2. Yes, I’ve learned so much of traveling solo. I could recommend it to everybody. Also, my independence and time on my own is very important to me, so I value solitude very high.
    3. Both, but I felt like an intruder sometimes, as I was very interested in Robyn’s story, but it seemed that she didn’t want to share it.
    4. In our western culture we are kind of distanced from nature. It is important to stay connected. I also believe that intuition is sometimes much more important than rationality. I learned a lot about Aboriginals (I didn’t know that much) and found the parts about them very interesting.
    5. Yes. some day I want to walk the Camino and the GR20. At the moment I don’t have the time to prepare for it, so it won’t happen in the first 2 years, but I wanted to start planning after reading Tracks.

    I do have 2 remarks. I didn’t enjoy the animal abuse (beating f.e.) and as camels cannot deceide whether they want to partake in such an adventure, I’m a bit conflicted about that (although she appeared very loving and caring most of the time. The other remark is that I wanted to know more about her life before and after. How she came to the decision of walking through a desert with camels for example and how it affected her life afterwards. I respect her privacy, but the book would be more complete to me if that was also included. The biggest point of making such journeys and adventures is how they make you grow as a human being and I missed that.



    April 1, 2016

    I’m sorry to say I didn’t finish it. I couldn’t get into it at all.


    Sophie Blunt

    April 1, 2016

    I enjoyed this one a hell of a lot more than I did the last. This appealed to the adventurer, the nomad, the adventurer that lurks just beneath my surface. Robyn Davidson is the badass and she is a gifted storyteller and I fell into her tale immediately. It left me inspired and full of awe. I loved reading her views on feminism from such a different time and location to my own as I sit here typing this just outside of London…but they are also shockingly still relevant today. Most of all I enjoyed learning about a little of the Aboriginal history through her journey and those that she meets. It is something that I am interested to learn more about. I am yet to see the movie…I do love a good book to movie. I was little disappointed with her open contempt for anyone interested in her journey. I felt a little tricked- like she invited me to read her story and then accused me of voyeurism, I was left with the feeling that this book was written out of obligation to some sponsor more than a desire to share her experience with the world. I would still very much recommend it for the tale that she has to tell.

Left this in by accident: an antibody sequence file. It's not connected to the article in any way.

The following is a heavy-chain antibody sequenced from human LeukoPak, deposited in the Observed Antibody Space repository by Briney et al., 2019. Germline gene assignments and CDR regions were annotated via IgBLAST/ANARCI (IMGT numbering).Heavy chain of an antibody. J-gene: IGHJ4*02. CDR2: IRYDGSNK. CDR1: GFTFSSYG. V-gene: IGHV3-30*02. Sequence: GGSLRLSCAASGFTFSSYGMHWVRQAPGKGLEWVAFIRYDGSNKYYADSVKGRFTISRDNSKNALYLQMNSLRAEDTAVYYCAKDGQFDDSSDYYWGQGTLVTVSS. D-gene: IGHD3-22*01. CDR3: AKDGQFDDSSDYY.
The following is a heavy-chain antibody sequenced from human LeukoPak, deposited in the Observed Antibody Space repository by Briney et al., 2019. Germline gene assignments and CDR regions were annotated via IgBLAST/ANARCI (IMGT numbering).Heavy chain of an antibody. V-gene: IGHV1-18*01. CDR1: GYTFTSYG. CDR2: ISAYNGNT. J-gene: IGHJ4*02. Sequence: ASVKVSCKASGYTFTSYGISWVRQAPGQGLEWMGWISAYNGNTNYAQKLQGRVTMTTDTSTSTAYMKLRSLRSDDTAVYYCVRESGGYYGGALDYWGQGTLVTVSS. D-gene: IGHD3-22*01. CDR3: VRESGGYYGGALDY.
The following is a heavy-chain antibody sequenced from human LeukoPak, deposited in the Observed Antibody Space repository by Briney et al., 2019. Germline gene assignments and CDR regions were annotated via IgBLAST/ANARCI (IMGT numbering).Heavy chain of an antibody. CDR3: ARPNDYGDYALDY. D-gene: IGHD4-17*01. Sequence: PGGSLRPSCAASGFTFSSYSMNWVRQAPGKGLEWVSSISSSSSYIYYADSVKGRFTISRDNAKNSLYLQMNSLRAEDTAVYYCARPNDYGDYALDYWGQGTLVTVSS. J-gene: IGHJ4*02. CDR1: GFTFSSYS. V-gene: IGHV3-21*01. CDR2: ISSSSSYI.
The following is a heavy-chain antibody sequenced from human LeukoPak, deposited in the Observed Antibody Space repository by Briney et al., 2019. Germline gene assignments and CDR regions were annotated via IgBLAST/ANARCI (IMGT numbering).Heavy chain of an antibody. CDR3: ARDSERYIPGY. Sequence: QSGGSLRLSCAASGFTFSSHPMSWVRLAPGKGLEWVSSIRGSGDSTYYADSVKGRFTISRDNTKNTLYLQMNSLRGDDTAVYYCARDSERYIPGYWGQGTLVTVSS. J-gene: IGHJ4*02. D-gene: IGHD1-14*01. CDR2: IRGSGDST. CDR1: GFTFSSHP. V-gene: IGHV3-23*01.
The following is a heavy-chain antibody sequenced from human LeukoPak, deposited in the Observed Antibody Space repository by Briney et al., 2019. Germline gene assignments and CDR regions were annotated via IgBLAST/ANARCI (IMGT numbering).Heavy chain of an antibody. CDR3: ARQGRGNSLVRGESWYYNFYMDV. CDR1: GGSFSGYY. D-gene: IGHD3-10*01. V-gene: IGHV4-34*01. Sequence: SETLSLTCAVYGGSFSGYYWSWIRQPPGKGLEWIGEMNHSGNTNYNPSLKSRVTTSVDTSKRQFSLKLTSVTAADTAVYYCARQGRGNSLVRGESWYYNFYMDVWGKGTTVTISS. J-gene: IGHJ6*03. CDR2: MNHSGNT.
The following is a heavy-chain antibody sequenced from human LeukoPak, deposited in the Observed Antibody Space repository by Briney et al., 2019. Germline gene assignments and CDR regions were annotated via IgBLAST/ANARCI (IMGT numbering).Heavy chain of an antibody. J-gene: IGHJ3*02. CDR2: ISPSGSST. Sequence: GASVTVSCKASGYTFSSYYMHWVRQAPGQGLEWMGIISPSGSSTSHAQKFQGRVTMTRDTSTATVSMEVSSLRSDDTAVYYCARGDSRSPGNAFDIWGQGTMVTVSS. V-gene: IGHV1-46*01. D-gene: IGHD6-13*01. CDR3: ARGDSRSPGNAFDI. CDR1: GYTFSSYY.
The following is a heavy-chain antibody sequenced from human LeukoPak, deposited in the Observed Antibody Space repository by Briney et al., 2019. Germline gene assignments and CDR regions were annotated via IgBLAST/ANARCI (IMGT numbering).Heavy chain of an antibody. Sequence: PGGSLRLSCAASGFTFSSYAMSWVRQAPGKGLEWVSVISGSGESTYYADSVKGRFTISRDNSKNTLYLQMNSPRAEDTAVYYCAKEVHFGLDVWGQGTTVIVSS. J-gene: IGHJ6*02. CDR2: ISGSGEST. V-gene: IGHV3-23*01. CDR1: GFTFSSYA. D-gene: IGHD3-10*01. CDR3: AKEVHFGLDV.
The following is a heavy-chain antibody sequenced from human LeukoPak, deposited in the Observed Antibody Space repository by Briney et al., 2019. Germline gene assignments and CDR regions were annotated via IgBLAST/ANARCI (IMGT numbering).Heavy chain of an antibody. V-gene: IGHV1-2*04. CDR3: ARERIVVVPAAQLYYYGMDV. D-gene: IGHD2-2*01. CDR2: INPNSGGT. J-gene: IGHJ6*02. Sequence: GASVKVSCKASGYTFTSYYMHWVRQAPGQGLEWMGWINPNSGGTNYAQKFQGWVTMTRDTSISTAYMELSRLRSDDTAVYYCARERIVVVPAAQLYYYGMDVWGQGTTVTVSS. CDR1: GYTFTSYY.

Sophie xx



    April 1, 2016

    Loved this book so much that ended up watching the movie as well. Loved that too! It was interesting to get a glimpse of how solo female travels were done before the electronics/Cell Phones/Social Media boom. Many a times I have realized how therapeutic solo travel is to forget life’s tragedies & also find peace in silence. Although not a dessert person myself, I felt what the author experienced on a spiritual level from this trip was a familiar feeling. I also love reading about the original settlers of any country (Aboriginals, Maoris, Indians & so many more!), so this book was extra special.
    Yes, I would find the presence of another person frustrating too on a solo travel but would PROBABLY agree for the following reasons:
    1. Getting featured on NATIONAL GEOGRAPHIC!
    2. Finances sorted out.
    3. Possibilities of new opportunities opening up, which did in this case too I feel (the book & the movie deals).
    I have been looking for the National Geographic article on her (May 1957 Edition I think??). Hope to find it soon.
    Thank you Brooke for this reading suggestion. Loved reading Paris Letters & this one was beyond excellent. Can’t wait for this month’s pick.



    April 1, 2016

    I saw the movie last year and really enjoyed it, never thinking to read the book until you suggested it for this months book club. As always, the book is always better than the movie.
    I really enjoyed the story that was being told, but did feel some parts dragged on.
    I really found Robyn’s story to be inspirational and admirable.
    Even when she had doubts of what she was doing; she still carried on. Got things done.
    I admire her doing that journey by herself. And what she got out of the trip.
    I also really enjoyed the influence the aboriginals had on her journey: was great to read about something positive.
    I think at some stage in our lives, it’s so important to go on a solo adventure. Not necessarily the outback (something I could never do), but to just go somewhere. By yourself. And just be.